Juan Almeida and his music
Juan Almeida recently celebrated his 80th birthday and the 51st anniversary of his unforgettable song "La Lupe," which accompanied the Granma expeditionaries as they crossed the Gulf, landed and fought in the Sierra Maestra.
According to information Almeida gave in a Cuban TV documentary, he has been influenced by music since his childhood. He went back in time to his Old Havana neighborhood where he used to watch conga players and Carnival comparsas (bands and dancing troupes) as they practiced.
During his adolescence he wrote poems and some songs of youth.In February of 1956 Almeida found himself exiled in Mexico; in his book Exilio, we read that one Sunday afternoon, as he walked along Bosque de Chapultepec Avenue, he met two young Mexican sisters, one of them named Guadalupe (Lupe). They struck up a conversation and Lupe was enchanted by the Cubans way of speaking. "The two of us were swept off our feet and I accompanied her to Polanco where she lived and we made plans to see each other the next day. We went out several times; we visited the temple of Guadalupe, on the side of the Tepeyac and Atoyac mountains.
"When the police decided to round up the pro-Fidel exiles and Lupe discovered what was going on, there was no reproach on her part; she felt only admiration for the Cubans ideals.
Fidel gave the order to prepare and Juan went to see Lupe and once again they visited the image of the Virgin of Guadalupe. They said goodbye for the last time.
In Exilio their unforgettable dialogue is transcribed:"When are you leaving?" asked Lupe."Soon, its already November; weve said that we would return to Cuba and the plan is moving ahead, the order is to go back to Cuba," answered the Cuban."Everything will work out fine, Ive asked the Virgin, I understand the path you have chosen," Lupe finished.
Almeida was inspired by Lupe, by the farewell, by all that he felt for Mexico, by his responsibility to his country, and with all those ideas stirring in him, he began to record the passionate experience. The song, "La Lupe," emerged as a tribute to the Mexican woman.
They crossed from the Port of Tuxpan and the song, written on a piece of paper, got wet and fell apart. Almeida wanted to rewrite it after the landing. Finally in the Sierra Maestra, in a more propitious environment, he was able to write the song down again and one of the expeditionaries named Betico sang it. Singing it over and over, it became as engraved in their minds as if it was on a tape recorder.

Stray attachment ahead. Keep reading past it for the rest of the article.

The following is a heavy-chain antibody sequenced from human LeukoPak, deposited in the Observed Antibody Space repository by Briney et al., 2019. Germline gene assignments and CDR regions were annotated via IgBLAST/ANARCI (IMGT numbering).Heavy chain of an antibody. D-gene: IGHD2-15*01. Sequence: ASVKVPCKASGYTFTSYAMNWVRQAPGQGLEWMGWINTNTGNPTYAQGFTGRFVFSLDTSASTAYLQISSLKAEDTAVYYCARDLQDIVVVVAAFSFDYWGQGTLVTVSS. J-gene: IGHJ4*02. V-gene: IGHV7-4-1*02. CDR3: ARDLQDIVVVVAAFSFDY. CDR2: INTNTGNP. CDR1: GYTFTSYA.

After January 1959, and the days of the triumph of the Revolution, Almeida was assigned to the Managua military camp in Havana and happened to meet the singer Amelita Frade, whom he had known from her days of singing jingles for commercials. They spoke about the composition "La Lupe" and she recognized it as a bolero-ranchera. They decided to make an appointment with Juan E. Lazaga who transcribed it for piano.
Manuel Villar informed me that the arranging was done by Bebo Valdés (registered by the author in October of 1960). It was recorded in Studio 1 at Radio Progreso and began to circulate naturally, being embraced by a wide audience.
It competed on the Pizarra Verde hit parade along with "El pájaro Choguí," sung by Héctor Cabrera, and "Tengo el sentimiento herido," by Mario Suárez.
Some time later, Almeida returned to Mexico, and revisited the Virgin of Guadalupe, but he never found the young woman. His return inspired more compositions about Lupe."La Lupe" was recorded by Amelita, Omara Portuondo, Pacho Alonso, Beatriz Márquez, Farah María, Elena Burke, Fernando Álvarez, Kino Morán, Carlos Francis, Kiki Corona, Hayla María, Héctor Téllez, Ela Calvo and as an instrumental by Frank Fernández.
Other compositions by Juan Almeida include "Dame un traguito" and "Qué le pasa a esa mujer" (Sierra Maestra); "Déjala que baile sola" (Rolo Martínez, Ricardito Rivera, Rumbavana and Los Latinos); "Lo que te dice un guajiro," íAy que jalao!," "El campesino José," "La chica Nica," "A Santiago," "Mejor concluir," "Vuelve pronto," "Con juventud y experiencia," and "El gran día de enero.
"Others musicians who have interpreted his songs include Juan Formell, Eddy Gaytán (arranger), Rafael Somavilla (band director), José Luis Cortés, Adalberto, Revé, Original de Manzanillo, Charanga Habanera, Pello el Afrokán, Pacho Alonso, Jóvenes Clásicos del son, Chucho Valdés, Luis Gardey, Johnny Pacheco, Louis Ramírez and la Súper Banda, Sonia Silvestre, Batacumbele, and Igor Froslov.
Over more than half a century of music Juan Almeida has given us many, many songs - heroic ones, historical ones, love songs, funny ones - songs to be felt, suffered and lived, a great body of musical work.
I am leaving your land
pretty Mexican woman,
kind and gentle.
And I do so overcome with emotion
as if left in her a
piece of myself remains.
Im leaving, lovely Lupe,
and I take with me,
a ray of light
that your eyes gave me,
Virgin of Guadalupe,
the afternoon when I saw you.
A swallow without a nest
was I in the street
when I met you.
You opened my heart,
with deeply felt love,
I nested in you.
and now I go far away
to do the duty
my country calls me to,
to win or to die,
dont forget me, Lupita,